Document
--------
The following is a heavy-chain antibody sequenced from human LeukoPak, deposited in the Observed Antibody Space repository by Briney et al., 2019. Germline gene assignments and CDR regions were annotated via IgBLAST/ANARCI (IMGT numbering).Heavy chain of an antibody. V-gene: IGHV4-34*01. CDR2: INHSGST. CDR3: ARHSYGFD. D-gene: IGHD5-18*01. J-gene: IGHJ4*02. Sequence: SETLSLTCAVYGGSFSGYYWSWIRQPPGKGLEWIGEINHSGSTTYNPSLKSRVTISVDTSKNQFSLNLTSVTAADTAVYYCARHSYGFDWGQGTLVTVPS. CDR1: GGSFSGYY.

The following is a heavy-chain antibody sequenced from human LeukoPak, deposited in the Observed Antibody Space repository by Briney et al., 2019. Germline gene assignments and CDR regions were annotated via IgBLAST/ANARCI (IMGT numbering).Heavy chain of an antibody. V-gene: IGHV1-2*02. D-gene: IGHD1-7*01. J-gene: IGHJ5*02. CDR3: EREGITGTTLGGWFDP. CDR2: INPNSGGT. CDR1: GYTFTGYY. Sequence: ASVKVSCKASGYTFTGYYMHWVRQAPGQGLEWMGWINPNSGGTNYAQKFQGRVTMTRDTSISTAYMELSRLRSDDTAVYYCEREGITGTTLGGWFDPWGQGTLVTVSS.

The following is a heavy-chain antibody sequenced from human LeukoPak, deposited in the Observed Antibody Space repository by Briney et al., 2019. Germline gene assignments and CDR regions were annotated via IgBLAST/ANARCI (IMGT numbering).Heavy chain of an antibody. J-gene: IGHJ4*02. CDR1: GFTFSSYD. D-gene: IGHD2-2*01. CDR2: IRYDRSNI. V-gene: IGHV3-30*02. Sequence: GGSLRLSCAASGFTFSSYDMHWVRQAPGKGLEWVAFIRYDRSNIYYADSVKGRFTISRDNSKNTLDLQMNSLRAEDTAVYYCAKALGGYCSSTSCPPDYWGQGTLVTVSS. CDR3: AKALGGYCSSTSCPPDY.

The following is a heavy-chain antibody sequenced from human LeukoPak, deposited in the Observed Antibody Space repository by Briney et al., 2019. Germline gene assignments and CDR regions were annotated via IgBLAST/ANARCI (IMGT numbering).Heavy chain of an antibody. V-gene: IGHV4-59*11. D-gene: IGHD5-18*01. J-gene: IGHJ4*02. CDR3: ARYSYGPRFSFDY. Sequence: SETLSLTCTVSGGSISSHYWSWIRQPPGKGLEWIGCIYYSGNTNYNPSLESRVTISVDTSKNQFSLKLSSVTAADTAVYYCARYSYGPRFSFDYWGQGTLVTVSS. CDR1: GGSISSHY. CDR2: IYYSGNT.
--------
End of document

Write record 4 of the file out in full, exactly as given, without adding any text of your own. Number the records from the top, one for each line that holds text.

The following is a heavy-chain antibody sequenced from human LeukoPak, deposited in the Observed Antibody Space repository by Briney et al., 2019. Germline gene assignments and CDR regions were annotated via IgBLAST/ANARCI (IMGT numbering).Heavy chain of an antibody. V-gene: IGHV4-59*11. D-gene: IGHD5-18*01. J-gene: IGHJ4*02. CDR3: ARYSYGPRFSFDY. Sequence: SETLSLTCTVSGGSISSHYWSWIRQPPGKGLEWIGCIYYSGNTNYNPSLESRVTISVDTSKNQFSLKLSSVTAADTAVYYCARYSYGPRFSFDYWGQGTLVTVSS. CDR1: GGSISSHY. CDR2: IYYSGNT.